In his Smithsonian magazine article “The Changing Definition of African-American,” Ira Berlin, author and professor at the University of Maryland, wrote about how the influx of people from Africa and the Caribbean to America in since 1965 has created more layers to the definition of what it means to be Black in America.
“To many of these men and women [more recent immigrants], Juneteenth celebrations—the commemoration of the end of slavery in the United States—are at best an afterthought,” wrote Berlin. “The new arrivals frequently echo the words of the men and women I met outside the radio broadcast booth. Some have struggled over the very appellation ‘African-American,’ either shunning it—declaring themselves, for instance, Jamaican-Amer-icans or Nigerian-Americans—or denying native black Americans’ claim to it on the ground that most of them had never been to Africa. At the same time, some old-time black residents refuse to recognize the new arrivals as true African-Americans.”
The cultural landscape continues to change, as does our understanding of the Black family.
How DO we represent the Black family, especially from a historical perspective? Is it enslaved or free, or is it a single-headed or dual-headed household? Extended or nuclear? Black or interracial?
Berlin’s understanding might be the one we need to take.
“After devoting more than 30 years of my career as a historian to the study of the American past, I’ve concluded that African-American history might best be viewed as a series of great migrations, during which immigrants—at first forced and then free—transformed an alien place into a home, becoming deeply rooted in a land that once was foreign, even despised. After each migration, the newcomers created new understandings of the African-American experience and new definitions of blackness,” wrote Berlin.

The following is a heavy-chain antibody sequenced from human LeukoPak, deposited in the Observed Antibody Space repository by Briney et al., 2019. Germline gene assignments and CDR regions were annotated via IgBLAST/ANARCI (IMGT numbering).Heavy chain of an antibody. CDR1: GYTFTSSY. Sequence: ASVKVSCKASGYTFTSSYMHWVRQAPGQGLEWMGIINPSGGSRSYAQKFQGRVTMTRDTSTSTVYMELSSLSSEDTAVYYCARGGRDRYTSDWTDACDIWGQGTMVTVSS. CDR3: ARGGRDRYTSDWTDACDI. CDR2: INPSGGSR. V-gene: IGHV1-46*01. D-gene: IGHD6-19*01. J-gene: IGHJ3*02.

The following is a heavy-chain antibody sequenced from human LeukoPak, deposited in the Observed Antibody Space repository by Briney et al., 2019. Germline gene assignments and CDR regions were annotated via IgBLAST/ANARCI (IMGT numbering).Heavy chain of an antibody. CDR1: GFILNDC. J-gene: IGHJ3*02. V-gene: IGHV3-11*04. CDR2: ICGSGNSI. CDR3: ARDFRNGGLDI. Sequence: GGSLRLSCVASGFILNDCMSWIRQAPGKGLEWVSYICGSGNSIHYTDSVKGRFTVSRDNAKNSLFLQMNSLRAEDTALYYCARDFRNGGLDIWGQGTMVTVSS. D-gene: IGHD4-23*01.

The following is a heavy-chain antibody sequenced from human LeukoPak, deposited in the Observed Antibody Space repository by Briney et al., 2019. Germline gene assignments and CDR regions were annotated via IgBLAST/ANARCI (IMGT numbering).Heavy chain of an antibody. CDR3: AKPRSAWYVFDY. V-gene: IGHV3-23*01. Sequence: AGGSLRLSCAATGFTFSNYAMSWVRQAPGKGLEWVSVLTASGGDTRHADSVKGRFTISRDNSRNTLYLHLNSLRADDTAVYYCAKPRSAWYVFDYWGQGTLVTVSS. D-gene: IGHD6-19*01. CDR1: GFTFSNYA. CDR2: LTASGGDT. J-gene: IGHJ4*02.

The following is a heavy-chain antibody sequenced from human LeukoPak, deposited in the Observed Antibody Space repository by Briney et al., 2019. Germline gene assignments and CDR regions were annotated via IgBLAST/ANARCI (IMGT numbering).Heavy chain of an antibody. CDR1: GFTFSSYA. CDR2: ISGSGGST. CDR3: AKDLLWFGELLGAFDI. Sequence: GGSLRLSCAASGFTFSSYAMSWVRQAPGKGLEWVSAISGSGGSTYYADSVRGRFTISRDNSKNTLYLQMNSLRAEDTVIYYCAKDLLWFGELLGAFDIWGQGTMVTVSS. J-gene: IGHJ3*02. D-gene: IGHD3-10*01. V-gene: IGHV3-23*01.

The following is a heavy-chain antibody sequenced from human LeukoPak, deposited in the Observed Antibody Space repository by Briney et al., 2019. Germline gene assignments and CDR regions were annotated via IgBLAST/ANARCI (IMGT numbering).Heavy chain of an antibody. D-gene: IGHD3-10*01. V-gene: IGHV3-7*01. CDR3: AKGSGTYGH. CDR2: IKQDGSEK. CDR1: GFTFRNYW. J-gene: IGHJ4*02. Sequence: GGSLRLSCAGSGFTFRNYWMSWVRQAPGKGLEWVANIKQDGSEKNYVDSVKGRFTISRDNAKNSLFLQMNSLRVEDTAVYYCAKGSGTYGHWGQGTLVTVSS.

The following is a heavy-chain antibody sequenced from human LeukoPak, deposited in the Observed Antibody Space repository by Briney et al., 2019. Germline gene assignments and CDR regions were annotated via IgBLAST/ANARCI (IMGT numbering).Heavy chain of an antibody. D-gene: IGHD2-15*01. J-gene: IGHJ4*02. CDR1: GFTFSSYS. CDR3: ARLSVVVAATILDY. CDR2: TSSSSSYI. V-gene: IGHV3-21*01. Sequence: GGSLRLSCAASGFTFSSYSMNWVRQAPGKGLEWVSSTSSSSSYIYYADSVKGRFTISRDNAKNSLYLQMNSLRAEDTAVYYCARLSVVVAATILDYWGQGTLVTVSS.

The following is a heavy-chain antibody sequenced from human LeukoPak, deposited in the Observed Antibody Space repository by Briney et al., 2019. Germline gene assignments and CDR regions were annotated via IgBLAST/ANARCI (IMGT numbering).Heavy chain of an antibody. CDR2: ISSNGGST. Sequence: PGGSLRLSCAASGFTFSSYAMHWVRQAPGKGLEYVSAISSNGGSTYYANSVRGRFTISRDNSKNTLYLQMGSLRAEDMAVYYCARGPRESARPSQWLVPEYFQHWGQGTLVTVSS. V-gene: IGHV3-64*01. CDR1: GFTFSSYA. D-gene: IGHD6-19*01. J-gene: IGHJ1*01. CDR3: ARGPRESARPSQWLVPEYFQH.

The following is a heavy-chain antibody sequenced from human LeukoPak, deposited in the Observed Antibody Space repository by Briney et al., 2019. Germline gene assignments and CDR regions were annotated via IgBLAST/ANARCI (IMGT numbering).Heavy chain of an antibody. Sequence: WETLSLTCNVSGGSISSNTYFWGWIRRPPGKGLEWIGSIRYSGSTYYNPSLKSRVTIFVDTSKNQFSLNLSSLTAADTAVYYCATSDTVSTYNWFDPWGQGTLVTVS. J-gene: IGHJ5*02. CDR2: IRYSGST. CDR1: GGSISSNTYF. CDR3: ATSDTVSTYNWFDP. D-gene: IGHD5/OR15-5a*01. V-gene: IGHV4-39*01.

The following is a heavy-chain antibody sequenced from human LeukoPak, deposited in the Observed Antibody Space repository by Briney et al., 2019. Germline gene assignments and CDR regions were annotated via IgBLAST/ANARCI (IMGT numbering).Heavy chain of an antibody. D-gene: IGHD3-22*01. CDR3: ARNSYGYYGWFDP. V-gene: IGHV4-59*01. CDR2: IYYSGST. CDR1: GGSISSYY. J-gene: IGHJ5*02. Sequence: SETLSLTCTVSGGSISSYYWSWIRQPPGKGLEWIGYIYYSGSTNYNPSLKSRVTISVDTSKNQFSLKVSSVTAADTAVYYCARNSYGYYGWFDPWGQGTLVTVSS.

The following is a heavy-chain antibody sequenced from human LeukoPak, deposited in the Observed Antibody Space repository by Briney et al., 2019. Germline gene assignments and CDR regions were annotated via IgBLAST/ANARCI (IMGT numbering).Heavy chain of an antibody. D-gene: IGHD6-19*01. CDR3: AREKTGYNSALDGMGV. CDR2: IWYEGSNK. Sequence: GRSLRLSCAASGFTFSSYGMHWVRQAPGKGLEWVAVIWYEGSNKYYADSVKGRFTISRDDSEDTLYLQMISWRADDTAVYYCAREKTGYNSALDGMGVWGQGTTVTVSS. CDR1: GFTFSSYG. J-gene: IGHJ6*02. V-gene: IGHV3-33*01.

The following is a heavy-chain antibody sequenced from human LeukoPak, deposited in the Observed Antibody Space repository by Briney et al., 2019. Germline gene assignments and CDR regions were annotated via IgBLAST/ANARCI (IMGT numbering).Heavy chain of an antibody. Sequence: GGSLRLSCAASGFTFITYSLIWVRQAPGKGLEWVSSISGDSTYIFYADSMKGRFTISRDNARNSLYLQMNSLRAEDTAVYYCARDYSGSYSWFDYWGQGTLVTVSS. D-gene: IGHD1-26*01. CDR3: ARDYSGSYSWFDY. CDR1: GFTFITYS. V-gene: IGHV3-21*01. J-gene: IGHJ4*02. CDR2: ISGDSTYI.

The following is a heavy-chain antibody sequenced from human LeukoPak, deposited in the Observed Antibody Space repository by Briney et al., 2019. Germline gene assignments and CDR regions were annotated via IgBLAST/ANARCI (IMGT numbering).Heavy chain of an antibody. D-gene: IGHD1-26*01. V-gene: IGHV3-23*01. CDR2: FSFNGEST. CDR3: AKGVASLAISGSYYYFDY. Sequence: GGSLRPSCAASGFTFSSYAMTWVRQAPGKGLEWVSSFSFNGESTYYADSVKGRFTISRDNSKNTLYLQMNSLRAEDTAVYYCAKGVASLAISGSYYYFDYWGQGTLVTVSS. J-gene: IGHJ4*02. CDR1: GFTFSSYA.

So many questions arise when wanting to accurately describe the Black family, but so much variations appear.
But it is in those variations where the Black Family finds its rich, story-telling squares that weave together the past, present and future.
Despite the pandemic, there are several COVID-friendly ways to celebrate Black History Month.
Throughout February, the Smithsonian’s National Museum of African American History and Culture is hosting virtual events, allowing the public to join in the conversation and to recognize and appreciate the history of the Black community.
Deirdre Cross, NMAAHC’s director of public programs said, “Understanding the African American lens on American history demonstrates the resilience of the African American community. People have struggled for their place in this democracy. It shows how there are historic issues of contemporary importance. Our generation is able to pick up its part in making this really a more perfect union for American communities at large.”
As we celebrate Black History Month, it is fitting that we recognize and celebrate the Black family in all of its representations, identifications, and diversity.
There is no “cookie-cutter” definition of the Black family, and the moment we recognize that, the closer we will come to achieving Dr. King’s dream.
“I have a dream that one day this nation will rise up and live out the true meaning of its creed — we hold these truths to be self-evident: that all [people] are created equal.”